On the orders of President Mohammed Morsi, Egypt's spy chief and the governor of an area that saw 16 soldiers killed over the weekend have been sacked. This comes as Egypt launched raids in Sinai in retaliation.
A spokesman said on state television that Morsi had ordered national intelligence chief Murad Muwafi to retire on Wednesday. The governor of North Sinai, Abdel Wahab Mabruk, received the same order.
The attack by gunmen on Sunday killed 16 soldiers, although it was not immediately clear if Morsi's personnel decisions were directly influenced by the attacks. The AFP news agency said a senior official close to Morsi had confirmed that the shuffled positions were a result of the Sinai attacks.
Egypt launched a retaliatory attack on Tuesday aimed at Islamist militants suspected of carrying out the attack against the soldiers. By Wednesday, the military had claimed success.
"Elements from the armed forces and interior ministry supported by the air force began a plan to restore security by pursuing and targeting armed terrorist elements in Sinai, and it has accomplished this task with complete success," the military said in a statement.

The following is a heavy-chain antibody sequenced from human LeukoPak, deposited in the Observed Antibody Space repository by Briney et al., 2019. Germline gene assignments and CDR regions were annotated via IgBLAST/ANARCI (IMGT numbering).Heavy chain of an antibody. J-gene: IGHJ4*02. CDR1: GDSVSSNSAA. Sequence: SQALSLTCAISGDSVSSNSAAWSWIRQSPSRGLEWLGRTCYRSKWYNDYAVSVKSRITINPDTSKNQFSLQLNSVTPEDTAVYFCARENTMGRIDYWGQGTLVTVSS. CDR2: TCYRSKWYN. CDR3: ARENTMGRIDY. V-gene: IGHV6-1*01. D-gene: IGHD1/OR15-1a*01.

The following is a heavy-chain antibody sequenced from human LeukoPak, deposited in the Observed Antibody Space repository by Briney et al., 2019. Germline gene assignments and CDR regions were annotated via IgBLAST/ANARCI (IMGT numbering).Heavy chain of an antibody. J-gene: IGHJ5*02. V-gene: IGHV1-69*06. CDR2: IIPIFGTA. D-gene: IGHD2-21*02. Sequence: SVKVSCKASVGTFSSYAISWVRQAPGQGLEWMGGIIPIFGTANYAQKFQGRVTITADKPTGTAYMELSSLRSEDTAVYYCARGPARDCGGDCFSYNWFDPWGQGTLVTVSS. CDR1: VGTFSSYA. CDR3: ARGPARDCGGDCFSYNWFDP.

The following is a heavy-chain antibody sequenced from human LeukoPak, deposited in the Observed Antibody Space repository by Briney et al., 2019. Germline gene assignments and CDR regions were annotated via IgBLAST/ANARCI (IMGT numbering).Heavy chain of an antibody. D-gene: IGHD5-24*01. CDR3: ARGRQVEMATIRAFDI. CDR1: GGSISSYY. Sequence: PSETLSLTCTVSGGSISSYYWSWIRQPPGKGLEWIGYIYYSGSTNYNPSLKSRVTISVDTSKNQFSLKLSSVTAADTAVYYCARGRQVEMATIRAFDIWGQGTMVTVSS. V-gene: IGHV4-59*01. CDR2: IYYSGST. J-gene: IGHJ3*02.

At least 20 suspected militants have been killed.
Border tensions rising
The Egyptian government blamed Sunday's ambush on Palestinian Islamist militants. Cairo indefinitely closed the Rafah border crossing with the Gaza Strip in response. Gaza is controlled by the Islamist group Hamas.
There has been growing concern about security along the border since Egypt's formerly US-backed President Hosni Mubarak was ousted in 2011. Lawlessness has been on the rise in the Sinai Peninsula, and the Middle East News Agency reports that one checkpoint has been targeted 28 times since the Egyptian revolution began.
Morsi is a member of the Islamist Muslim Brotherhood, which is more supportive of the Palestinians and openly critical of Israel than the former Mubarak regime. Morsi has promised to respect all of Cairo's international agreements, which would include Egypt's 1979 peace treaty with the Jewish State.
But other members of the Muslim Brotherhood have called the treaty into question, raising concern that one of the Middle East's former anchors of stability could be weakened. Mubarak's Egypt was often a lead negotiator brokering talks between Israelis and Palestinians.
slk,mz/msh (Reuters, AFP, dpa)